Anyway, this got done. I found a way to kill two hours in King's Lynn while Autoleys did what they did. And this car is better than she has ever been. I only write about this today, rather than on Wednesday, because I've had a chance to take her for a proper hoon two days in a row. Which means I can talk about how good the K-Sport suspension setup is now!

So, I've got my ride height exactly where I want it now:

Which partly happened by accident; from a previous episode, I took some dimensions from my collapsed former front suspension and used that as a baseline for my new suspension. Turned out that when you put not-collapsed brand-new front suspension following the old dimensions, the ride height is where I want it. No sump-smashing. There are no more "lows", but there are no also more scary noises when I hit a bump too fast.

I must say that the K-Sport suspension is awesome. It was horrendously expensive and I am happy with every penny I spent on it. The K-Sport suspension combined with good Toyo rubber means this car runs out of cornering ability long after I run out of bravery. Because this setup is okay with back roads and their corners at any speed, that also means that there are a lot of bits in the interior that are rattling at speed and it's quite hard to debug those rattles. That merely annoys me; maybe I'll find someone to ride with me and help me with that some time.

This chapter concludes with this: Everything is great. My car is still my favourite car in the world except that part where she's now both burning oil and leaking it from the front crankshaft seal. But that, is a thing to be solved another day.



This week's problem: extremely low engine idle speed. It wants to sit at about 200-300 RPM, which is so low that it stalls or near-stalls the engine. This happened out of nowhere yesterday. This, only takes a few minutes to fix with a screwdriver.

So, instead of solving that problem I got a Bad Obsession Motorsport sticker for my horn push! And doesn't it look good.

It's actually lovely quality (it's very thick), and I reckon that's given me about another 15 horsepower. Or maybe it hasn't, but it's definitely a good idea to represent the greatest angle-grinder engineers in the world.


In which I spend a weekend on my car and don't make it worse

The title understates the success of my weekend. I actually improved it!

You may remember from the last episode:

Actually, that's a different photo; I used my trusty, battle-scarred SLR to take a photo today in the hope I'd get a better photo of the same thing, and still managed to get a bad photo. Maybe I'm just doomed if I try to take photos of anything but BMWs driving sideways past me at 50 miles per hour.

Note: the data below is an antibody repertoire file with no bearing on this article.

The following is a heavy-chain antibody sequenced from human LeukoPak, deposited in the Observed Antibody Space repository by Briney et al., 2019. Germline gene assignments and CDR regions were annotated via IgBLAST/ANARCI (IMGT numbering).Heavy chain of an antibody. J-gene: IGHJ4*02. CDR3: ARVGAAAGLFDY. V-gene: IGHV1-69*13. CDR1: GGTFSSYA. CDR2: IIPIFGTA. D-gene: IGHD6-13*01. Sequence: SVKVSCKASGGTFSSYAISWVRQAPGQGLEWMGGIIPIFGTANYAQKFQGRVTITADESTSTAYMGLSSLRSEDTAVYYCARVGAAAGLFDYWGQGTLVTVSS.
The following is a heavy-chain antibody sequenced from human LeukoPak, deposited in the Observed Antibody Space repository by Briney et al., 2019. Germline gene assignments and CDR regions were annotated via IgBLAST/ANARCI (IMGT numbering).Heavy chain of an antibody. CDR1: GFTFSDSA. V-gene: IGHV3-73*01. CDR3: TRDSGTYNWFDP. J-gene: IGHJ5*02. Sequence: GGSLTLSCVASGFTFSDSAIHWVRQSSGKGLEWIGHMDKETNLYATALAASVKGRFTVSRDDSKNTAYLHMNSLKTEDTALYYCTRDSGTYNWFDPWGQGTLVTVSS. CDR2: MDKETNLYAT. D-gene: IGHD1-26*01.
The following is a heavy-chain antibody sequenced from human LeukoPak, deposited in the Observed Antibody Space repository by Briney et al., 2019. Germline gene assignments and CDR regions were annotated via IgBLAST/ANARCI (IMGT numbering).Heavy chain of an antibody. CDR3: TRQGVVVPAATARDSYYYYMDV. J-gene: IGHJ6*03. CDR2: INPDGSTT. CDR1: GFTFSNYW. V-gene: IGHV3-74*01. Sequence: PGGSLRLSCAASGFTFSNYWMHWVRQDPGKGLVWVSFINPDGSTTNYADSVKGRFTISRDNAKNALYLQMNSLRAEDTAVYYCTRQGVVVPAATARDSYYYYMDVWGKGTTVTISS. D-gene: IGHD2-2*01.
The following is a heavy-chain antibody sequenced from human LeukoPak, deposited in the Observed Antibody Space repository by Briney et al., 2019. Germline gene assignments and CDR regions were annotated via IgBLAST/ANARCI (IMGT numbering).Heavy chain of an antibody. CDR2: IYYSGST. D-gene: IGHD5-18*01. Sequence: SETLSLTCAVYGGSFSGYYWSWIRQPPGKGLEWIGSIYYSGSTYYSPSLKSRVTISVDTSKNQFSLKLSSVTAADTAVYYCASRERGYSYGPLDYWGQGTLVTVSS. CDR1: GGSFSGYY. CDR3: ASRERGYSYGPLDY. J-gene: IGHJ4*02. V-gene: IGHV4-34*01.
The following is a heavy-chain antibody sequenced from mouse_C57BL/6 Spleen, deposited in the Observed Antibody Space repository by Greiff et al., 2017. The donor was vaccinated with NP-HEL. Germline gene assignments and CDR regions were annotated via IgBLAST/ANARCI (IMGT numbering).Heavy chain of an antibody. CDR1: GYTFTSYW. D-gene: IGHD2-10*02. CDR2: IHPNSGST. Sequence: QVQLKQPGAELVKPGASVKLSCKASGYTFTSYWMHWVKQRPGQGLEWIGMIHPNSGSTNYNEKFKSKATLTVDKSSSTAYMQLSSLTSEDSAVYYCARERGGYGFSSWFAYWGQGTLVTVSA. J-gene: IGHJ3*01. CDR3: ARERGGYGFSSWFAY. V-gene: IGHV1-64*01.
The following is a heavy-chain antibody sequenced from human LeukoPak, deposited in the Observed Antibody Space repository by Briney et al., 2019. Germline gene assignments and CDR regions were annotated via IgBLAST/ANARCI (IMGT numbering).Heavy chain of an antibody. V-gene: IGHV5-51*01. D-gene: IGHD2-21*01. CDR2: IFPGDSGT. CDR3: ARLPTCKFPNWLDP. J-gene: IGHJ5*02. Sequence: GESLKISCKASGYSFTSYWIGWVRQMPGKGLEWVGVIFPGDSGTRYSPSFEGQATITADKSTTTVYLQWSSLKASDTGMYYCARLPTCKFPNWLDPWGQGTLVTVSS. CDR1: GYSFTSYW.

Anyway, that was the thing I worked out wherein I found it was much easier to get the bottom bolts in if you jack the hub up. At some point in the week, while working on something completely unrelated, I had a lightbulb moment: I had bolted up the front coilovers when the hub was dropped, which, from what little I know about suspension geometry on a car like this (mostly learned by osmosis from the drifters), means that I had ended up dialling in positive camber to the front suspension, which would almost certainly explain the bump steer and the near-dangerous amount of understeer.

I guess that's one of those things you don't know unless you know it; I've only fitted suspension on ancient Land Rovers in the past, so I don't feel bad about it. The upshot is: If you're doing coilovers on a car with fully independent suspension, always jack up the hub to roughly its natural sitting position (since your car is going to be jacked up when you do this, remember you need to do this relative to the body and not the ground) before doing up the bottom bolts.

So that's what I did when fitting my new longer bolts (sourced from the wonderful Franklin Industrial Supplies in King's Lynn, and picked up for me by the equally great Maurice due to my lack of a safe vehicle, so thanks to both). With the car back on all four wheels, I took it for a swervy spin down my street to get everything settled to where it wanted to settle, and with that settled down, I measured the gaps on each corner between the arch and an arbitrary point on the sidewall with my cheap Vernier.